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Engaging Young Minds: The Impact of Context in Computing Education

Engaging a wide range of young people with computing and digital skills is one of our core missions. It’s obviously something that everyone involved in computing education cares about and it’s something we’re passionate about supporting in schools up and down the UK.

A key approach to making the subject at the least accessible and at the most inspiring is thinking about the context used when delivering lessons, topics or schemes of work.  Self efficacy (a person's belief in their ability to complete a task or achieve a goal) and engagement can be developed in young people, but in particular girls, through meaningful context and purposeful content. 

Therefore, meaningful context is central to what we do and how we do it; this is something demonstrated well in our Coding for Climate Action Resource, developed in conjunction with Amazon Future Engineer.  The unit of work delivers elements of the national curriculum’s programming strand at Key Stage 2 and 3 as well as the various features of the ever inspirational micro:bit. Its hook is the climate emergency and how early warning systems are used to mitigate its impacts. Embedded in real world scenarios, real technology and real impacts, students are guided through a unit of work that demonstrates how technology and computer science can make the world a better place, not just output the words “hello world”.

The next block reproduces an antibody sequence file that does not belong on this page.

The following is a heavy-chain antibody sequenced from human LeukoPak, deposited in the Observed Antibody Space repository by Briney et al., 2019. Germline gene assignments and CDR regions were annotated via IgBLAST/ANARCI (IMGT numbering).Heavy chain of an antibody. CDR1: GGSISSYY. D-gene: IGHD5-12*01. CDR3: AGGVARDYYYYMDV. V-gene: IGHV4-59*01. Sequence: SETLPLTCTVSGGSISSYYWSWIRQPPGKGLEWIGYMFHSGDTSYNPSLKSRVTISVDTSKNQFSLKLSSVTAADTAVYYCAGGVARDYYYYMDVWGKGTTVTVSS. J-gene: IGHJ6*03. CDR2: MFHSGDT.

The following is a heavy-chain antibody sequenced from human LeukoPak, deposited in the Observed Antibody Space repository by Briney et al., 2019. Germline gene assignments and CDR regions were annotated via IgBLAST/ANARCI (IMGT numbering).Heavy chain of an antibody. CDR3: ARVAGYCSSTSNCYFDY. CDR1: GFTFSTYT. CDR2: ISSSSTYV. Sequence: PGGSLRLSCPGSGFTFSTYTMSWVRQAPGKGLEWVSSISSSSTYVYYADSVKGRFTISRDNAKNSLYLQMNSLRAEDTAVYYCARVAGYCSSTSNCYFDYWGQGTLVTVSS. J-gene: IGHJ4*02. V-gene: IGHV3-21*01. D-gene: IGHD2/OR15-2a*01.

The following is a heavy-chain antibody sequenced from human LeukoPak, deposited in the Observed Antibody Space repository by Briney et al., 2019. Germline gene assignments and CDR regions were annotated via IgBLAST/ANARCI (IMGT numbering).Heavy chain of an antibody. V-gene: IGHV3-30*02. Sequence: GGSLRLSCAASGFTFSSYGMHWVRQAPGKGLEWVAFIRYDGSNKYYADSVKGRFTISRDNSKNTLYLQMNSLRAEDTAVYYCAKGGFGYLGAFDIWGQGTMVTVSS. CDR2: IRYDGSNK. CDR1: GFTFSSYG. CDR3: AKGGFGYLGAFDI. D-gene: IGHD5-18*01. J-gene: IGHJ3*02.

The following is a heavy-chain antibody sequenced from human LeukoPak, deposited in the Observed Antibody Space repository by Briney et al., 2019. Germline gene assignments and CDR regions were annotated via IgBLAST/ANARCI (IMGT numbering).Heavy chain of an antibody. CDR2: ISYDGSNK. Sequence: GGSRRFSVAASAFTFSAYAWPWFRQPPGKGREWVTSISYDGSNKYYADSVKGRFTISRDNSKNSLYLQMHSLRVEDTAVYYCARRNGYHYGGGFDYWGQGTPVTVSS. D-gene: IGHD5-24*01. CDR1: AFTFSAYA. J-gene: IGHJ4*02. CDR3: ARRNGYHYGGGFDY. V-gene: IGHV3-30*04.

Having run the unit of work with 2000 students nationwide, the context has been the most powerful aspect of the project. It’s had a huge impact on students’ understanding of how computer science and engineering can help protect the planet and make the world a better place. As the quotes show, they enjoyed not only the programming but also the fact that they were learning about the real world.

The crucial result is that, having learnt about how computing has a meaningful impact on the world, a wider range of young people are more likely to consider STEM as a future career. As we all know, the wider range of people who are interested in STEM, the better off we all are! 

Hopefully, the key takeaway is that context is everything (well, alongside, quality first time teaching and good pedagogy!). If you haven’t got time to think about context in your own lessons, and who could blame you, please do have a look at our variety of resources. Maybe they can help.

"I enjoyed learning about the natural disasters. I got to fully realise what natural disasters have a big impact. You see what natural disasters actually do and what they are."


"The students were really engaged in this project and had lots of questions about the climate aspect of the project."


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